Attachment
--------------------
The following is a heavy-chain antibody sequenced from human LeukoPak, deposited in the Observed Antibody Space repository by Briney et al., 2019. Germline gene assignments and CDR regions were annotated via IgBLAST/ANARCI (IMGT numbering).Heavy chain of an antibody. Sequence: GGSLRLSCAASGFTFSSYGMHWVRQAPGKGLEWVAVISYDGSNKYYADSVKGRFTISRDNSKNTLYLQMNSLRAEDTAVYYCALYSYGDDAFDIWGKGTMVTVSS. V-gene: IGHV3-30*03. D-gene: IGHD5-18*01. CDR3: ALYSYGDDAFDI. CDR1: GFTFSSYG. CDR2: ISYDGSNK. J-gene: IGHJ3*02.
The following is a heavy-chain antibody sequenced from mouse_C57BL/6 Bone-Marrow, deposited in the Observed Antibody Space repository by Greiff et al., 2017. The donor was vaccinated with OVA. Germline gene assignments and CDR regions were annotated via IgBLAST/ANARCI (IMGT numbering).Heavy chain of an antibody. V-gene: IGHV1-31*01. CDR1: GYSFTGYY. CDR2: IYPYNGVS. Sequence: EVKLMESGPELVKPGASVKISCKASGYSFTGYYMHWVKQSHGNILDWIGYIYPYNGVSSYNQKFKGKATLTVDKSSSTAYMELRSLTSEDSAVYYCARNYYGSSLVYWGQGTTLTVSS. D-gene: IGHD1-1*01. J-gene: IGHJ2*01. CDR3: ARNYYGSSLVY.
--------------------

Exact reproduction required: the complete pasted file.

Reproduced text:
The following is a heavy-chain antibody sequenced from human LeukoPak, deposited in the Observed Antibody Space repository by Briney et al., 2019. Germline gene assignments and CDR regions were annotated via IgBLAST/ANARCI (IMGT numbering).Heavy chain of an antibody. Sequence: GGSLRLSCAASGFTFSSYGMHWVRQAPGKGLEWVAVISYDGSNKYYADSVKGRFTISRDNSKNTLYLQMNSLRAEDTAVYYCALYSYGDDAFDIWGKGTMVTVSS. V-gene: IGHV3-30*03. D-gene: IGHD5-18*01. CDR3: ALYSYGDDAFDI. CDR1: GFTFSSYG. CDR2: ISYDGSNK. J-gene: IGHJ3*02.
The following is a heavy-chain antibody sequenced from mouse_C57BL/6 Bone-Marrow, deposited in the Observed Antibody Space repository by Greiff et al., 2017. The donor was vaccinated with OVA. Germline gene assignments and CDR regions were annotated via IgBLAST/ANARCI (IMGT numbering).Heavy chain of an antibody. V-gene: IGHV1-31*01. CDR1: GYSFTGYY. CDR2: IYPYNGVS. Sequence: EVKLMESGPELVKPGASVKISCKASGYSFTGYYMHWVKQSHGNILDWIGYIYPYNGVSSYNQKFKGKATLTVDKSSSTAYMELRSLTSEDSAVYYCARNYYGSSLVYWGQGTTLTVSS. D-gene: IGHD1-1*01. J-gene: IGHJ2*01. CDR3: ARNYYGSSLVY.